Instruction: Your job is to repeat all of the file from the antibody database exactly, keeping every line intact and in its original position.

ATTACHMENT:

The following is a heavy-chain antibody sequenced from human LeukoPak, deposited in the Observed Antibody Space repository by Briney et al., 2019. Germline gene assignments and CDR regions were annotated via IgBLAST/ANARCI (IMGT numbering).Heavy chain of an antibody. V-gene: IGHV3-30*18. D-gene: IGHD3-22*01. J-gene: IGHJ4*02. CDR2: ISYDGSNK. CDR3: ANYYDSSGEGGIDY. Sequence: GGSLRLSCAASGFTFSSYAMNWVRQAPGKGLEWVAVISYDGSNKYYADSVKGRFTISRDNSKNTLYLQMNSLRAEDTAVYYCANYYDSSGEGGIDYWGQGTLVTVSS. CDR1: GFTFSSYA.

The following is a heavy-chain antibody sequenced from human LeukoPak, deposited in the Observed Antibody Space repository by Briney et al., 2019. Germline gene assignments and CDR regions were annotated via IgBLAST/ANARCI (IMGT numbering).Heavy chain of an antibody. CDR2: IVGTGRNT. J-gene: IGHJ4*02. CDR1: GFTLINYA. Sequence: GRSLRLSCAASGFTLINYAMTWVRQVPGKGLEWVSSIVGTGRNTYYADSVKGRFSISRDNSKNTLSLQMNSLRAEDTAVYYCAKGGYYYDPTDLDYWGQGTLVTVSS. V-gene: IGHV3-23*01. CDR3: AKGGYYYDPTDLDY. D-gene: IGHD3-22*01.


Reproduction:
The following is a heavy-chain antibody sequenced from human LeukoPak, deposited in the Observed Antibody Space repository by Briney et al., 2019. Germline gene assignments and CDR regions were annotated via IgBLAST/ANARCI (IMGT numbering).Heavy chain of an antibody. V-gene: IGHV3-30*18. D-gene: IGHD3-22*01. J-gene: IGHJ4*02. CDR2: ISYDGSNK. CDR3: ANYYDSSGEGGIDY. Sequence: GGSLRLSCAASGFTFSSYAMNWVRQAPGKGLEWVAVISYDGSNKYYADSVKGRFTISRDNSKNTLYLQMNSLRAEDTAVYYCANYYDSSGEGGIDYWGQGTLVTVSS. CDR1: GFTFSSYA.

The following is a heavy-chain antibody sequenced from human LeukoPak, deposited in the Observed Antibody Space repository by Briney et al., 2019. Germline gene assignments and CDR regions were annotated via IgBLAST/ANARCI (IMGT numbering).Heavy chain of an antibody. CDR2: IVGTGRNT. J-gene: IGHJ4*02. CDR1: GFTLINYA. Sequence: GRSLRLSCAASGFTLINYAMTWVRQVPGKGLEWVSSIVGTGRNTYYADSVKGRFSISRDNSKNTLSLQMNSLRAEDTAVYYCAKGGYYYDPTDLDYWGQGTLVTVSS. V-gene: IGHV3-23*01. CDR3: AKGGYYYDPTDLDY. D-gene: IGHD3-22*01.